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Ancient Coins of Cyprus

Hunter-gatherers were active on Cyprus from around 10,000 B.C. and settled village communities date from 8200 B.C. Water wells found in Cyprus are among the oldest in the world, about 10,000 years old. Mycenaean Greek traders started visiting Cyprus around 1400 B.C. A major wave of Greek settlement followed the collapse of Mycenaean Greece, from 1100 to 1050 B.C. The island's predominantly Greek character dates from this period. In Greek Mythology, Cyprus is the birthplace of Aphrodite and Adonis, and home to King Cinyras, Teucer and Pygmalion. Cyprus also had an early Phoenician presence. Kition was under Tyrian rule at the beginning of the 10th century B.C. Assyria ruled the island for a century from 708 B.C., before a brief spell under Egyptian rule and eventually Persian rule in 545 B.C. The Cypriots joined their fellow Greeks in the Ionian cities during the unsuccessful Ionian Revolt against the Persian Empire in 499 B.C. The revolt was suppressed, but Cyprus managed to maintain a high degree of autonomy and remained inclined towards the Greek world. Alexander the Great took Cyprus in 333 B.C. Following his death, Cyprus became part of Ptolemaic Egypt. It was during this period that the island was fully Hellenized.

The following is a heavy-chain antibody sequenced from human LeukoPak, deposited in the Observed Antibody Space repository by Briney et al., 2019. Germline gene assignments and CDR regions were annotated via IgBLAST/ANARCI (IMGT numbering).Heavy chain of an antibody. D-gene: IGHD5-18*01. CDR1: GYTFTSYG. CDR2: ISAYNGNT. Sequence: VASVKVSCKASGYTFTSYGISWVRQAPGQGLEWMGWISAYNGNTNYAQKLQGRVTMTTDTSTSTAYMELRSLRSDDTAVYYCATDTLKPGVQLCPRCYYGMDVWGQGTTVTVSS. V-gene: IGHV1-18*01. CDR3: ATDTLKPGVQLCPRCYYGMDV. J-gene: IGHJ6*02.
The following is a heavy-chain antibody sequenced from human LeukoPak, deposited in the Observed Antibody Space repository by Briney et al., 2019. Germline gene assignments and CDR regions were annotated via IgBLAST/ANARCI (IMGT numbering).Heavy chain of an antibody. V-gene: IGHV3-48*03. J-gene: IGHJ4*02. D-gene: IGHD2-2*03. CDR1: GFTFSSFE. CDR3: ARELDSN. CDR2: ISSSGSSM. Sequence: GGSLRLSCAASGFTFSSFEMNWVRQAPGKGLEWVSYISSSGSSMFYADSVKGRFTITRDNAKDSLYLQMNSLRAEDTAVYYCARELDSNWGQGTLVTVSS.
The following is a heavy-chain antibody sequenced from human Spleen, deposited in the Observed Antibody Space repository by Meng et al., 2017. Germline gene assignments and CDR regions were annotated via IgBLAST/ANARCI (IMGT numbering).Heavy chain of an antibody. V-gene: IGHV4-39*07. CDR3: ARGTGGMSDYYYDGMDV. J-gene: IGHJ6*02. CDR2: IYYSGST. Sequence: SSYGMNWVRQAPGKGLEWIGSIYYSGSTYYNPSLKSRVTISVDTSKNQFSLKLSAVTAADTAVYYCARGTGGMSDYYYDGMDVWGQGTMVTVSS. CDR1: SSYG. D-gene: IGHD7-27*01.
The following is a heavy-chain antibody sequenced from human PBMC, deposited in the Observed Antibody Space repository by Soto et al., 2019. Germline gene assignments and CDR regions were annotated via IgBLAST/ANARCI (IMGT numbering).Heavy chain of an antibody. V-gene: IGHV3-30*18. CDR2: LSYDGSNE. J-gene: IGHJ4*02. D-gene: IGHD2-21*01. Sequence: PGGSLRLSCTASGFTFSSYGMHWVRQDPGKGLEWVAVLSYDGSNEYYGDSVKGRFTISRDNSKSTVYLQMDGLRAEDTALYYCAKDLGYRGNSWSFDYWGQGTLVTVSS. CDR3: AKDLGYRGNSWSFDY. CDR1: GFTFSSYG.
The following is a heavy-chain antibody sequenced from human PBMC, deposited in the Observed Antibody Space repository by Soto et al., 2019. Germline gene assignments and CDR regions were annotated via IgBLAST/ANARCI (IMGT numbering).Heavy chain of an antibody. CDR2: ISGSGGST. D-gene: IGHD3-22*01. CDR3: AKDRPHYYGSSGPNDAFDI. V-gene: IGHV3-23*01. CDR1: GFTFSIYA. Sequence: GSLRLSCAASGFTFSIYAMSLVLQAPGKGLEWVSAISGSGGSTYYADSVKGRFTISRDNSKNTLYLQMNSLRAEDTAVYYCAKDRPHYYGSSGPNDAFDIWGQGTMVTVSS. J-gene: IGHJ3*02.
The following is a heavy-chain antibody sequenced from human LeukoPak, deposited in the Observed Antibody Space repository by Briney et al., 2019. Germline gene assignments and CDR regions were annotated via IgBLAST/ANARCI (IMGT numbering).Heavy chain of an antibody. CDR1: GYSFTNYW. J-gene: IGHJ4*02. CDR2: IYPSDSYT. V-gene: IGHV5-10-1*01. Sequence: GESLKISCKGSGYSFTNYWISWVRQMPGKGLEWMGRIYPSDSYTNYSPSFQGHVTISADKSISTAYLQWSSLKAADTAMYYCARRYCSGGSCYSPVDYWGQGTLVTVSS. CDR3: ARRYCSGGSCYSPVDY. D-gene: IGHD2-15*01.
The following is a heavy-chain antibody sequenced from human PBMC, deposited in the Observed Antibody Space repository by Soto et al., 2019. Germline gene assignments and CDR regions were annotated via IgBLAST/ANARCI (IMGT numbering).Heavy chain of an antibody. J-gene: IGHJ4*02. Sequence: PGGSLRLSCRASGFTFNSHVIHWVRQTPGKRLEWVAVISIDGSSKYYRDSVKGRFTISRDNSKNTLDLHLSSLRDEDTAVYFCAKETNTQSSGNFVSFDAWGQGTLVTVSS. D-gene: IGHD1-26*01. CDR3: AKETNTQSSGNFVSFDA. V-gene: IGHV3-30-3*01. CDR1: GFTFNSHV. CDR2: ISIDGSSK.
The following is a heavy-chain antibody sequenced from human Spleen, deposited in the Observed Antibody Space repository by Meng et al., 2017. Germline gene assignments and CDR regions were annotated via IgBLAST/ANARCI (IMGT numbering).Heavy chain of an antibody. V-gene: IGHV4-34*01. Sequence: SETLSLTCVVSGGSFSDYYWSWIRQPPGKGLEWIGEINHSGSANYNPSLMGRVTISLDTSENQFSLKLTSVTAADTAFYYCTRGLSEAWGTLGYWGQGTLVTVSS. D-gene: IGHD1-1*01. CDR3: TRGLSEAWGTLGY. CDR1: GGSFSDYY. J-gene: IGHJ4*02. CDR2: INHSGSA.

Ptolemaic Kingdom of Egypt, Cleopatra VII with Ptolemy XIII, 49 - 48 B.C., or with Ptolemy IV, 45 - 44 B.C.

|Cleopatra| |VII|, |Ptolemaic| |Kingdom| |of| |Egypt,| |Cleopatra| |VII| |with| |Ptolemy| |XIII,| |49| |-| |48| |B.C.,| |or| |with| |Ptolemy| |IV,| |45| |-| |44| |B.C.|, |tetradrachm|NEW